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Why Referenda — on Electoral Reform or Any Other Issue — Are Bad Democracy

Citizens’ assemblies offer a way to involve public in informed decisions.

Ruben Anderson and Naomi Devine 26 May

Ruben Anderson is a former government staffer who now consults on behaviour change and sustainable systems. Naomi Devine is a sustainability consultant and was communications director and campaign strategist for Andrew Weaver’s first Green Party campaign in 2013.

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‘It is easy to laugh at the public’s choice of Boaty McBoatface as the name for a new British polar exploration ship. But the damage caused by referenda in California is no laughing matter.’ Photo from NERC, U.K.

After the election, with the NDP a few seats behind the Liberals, Tyee columnist Bill Tieleman eased up on his criticism of the Greens and played nice for a couple of weeks.

This week he returned to form, trumpeting that electoral reform — supported by both the NDP and Greens — must go through a referendum.

In the past Tieleman has led two B.C. campaigns against electoral reform, even after the innovative and widely admired Citizen’s Assembly on Electoral Reform made its recommendations. He also was deeply involved in the referendum against the HST, with former Socred premier Bill Vander Zalm his strange bedfellow.

Given this, it’s reasonable to suspect that Tieleman, a former NDP strategist, wants to retain a system that gives his party a shot at majority control.

Partisans try to paint referenda as the pinnacle of democracy — whenever it suits their needs — but politicians and researchers have held that democracy is more than just a vote.

Thomas Jefferson said, “A properly functioning democracy depends on an informed electorate.” Jennifer L. Hochschild wrote, “Almost every democratic theorist or democratic political actor sees an informed electorate as essential to good democratic practice.”

Tieleman himself quotes Jefferson — just not Jefferson’s bothersome thoughts about being informed.

What, then, does it take to be informed?

Elected representatives show up to work and find hundreds or thousands of pages of briefing notes, reports and legislation, which they are expected to read and comprehend quickly. They are asked to understand and make decisions on complex engineering problems, major urban planning decisions or changes to education or health care systems.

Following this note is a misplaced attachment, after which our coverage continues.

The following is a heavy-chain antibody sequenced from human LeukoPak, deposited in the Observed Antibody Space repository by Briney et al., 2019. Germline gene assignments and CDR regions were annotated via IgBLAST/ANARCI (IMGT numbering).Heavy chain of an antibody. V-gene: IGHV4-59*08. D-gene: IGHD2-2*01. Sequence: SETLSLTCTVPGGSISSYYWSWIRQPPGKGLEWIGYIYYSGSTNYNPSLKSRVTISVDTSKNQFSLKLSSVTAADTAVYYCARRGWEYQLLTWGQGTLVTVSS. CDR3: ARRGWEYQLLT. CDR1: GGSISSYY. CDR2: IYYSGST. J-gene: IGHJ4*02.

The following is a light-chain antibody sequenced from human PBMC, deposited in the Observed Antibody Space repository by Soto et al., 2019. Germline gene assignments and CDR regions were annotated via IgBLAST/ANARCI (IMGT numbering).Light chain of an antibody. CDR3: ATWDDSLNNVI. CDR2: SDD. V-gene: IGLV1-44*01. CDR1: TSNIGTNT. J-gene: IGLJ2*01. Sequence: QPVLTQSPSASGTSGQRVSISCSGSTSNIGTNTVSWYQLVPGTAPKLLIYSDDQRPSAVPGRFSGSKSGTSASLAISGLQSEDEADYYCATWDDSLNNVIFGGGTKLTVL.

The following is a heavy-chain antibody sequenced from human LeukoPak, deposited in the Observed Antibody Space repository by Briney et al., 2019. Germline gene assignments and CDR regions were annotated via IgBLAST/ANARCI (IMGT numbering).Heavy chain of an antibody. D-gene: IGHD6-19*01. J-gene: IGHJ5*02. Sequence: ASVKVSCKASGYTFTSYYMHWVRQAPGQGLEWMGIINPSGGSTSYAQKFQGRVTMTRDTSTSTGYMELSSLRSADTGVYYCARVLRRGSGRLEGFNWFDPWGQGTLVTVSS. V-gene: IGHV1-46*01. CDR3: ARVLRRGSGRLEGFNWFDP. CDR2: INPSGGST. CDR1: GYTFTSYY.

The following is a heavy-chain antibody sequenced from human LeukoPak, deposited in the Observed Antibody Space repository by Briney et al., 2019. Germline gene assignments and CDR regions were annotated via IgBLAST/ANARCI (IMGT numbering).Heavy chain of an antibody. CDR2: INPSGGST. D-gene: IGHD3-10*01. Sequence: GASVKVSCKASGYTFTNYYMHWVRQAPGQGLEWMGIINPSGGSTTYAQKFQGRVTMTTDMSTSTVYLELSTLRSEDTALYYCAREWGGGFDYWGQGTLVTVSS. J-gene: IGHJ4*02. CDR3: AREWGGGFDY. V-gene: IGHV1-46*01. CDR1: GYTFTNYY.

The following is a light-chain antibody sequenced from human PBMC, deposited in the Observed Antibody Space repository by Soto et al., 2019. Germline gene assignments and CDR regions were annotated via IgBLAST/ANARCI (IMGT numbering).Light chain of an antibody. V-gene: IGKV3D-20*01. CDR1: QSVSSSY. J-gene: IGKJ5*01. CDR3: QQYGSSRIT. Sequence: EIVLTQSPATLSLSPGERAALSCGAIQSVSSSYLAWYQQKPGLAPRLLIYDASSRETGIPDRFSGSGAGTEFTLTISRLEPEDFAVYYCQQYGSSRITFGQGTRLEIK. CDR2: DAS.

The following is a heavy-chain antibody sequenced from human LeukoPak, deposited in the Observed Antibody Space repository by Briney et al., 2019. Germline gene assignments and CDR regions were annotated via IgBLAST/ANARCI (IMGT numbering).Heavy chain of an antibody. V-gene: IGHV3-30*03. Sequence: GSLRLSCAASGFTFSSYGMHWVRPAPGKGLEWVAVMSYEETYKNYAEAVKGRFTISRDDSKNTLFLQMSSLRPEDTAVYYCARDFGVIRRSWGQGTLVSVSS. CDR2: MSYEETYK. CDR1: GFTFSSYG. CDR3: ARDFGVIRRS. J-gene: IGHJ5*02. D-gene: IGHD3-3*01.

It is unreasonable to expect politicians to fully understand the complexity of many of the issues they are asked to decide on. The history of public boondoggles in B.C. shows how easy it can be to pass flawed plans.

What would it take to be truly informed about electoral reform? In B.C. we have a case study — the year-long process employed by the Citizen’s Assembly on Electoral Reform to reach a decision in 2004, with its multiple steps.

• A 12-week “learning phase,” which included expert presentations, access to a wide range of source materials and regular discussions of findings;

• A review of global electoral systems, their functioning and adoption processes; and

• A two-month public consultation phase with 50 public hearings and 1,603 submissions from the public.  

This is what an informed vote looks like. It is inconvenient for political spin doctors, but advocating for less than this is advocating for mob rule, not informed democracy.

Following this process for every issue we face would be daunting for us regular folks, though. Most of us don’t have time to get our dishes done and help the kids with their homework. Who has a year to study electoral reform?

Let’s do a quick thought experiment. Pretend every voting British Columbian devotes a year to reading and participating in public hearings about electoral reform. At the end of the year, as informed voters, we will hold a referendum.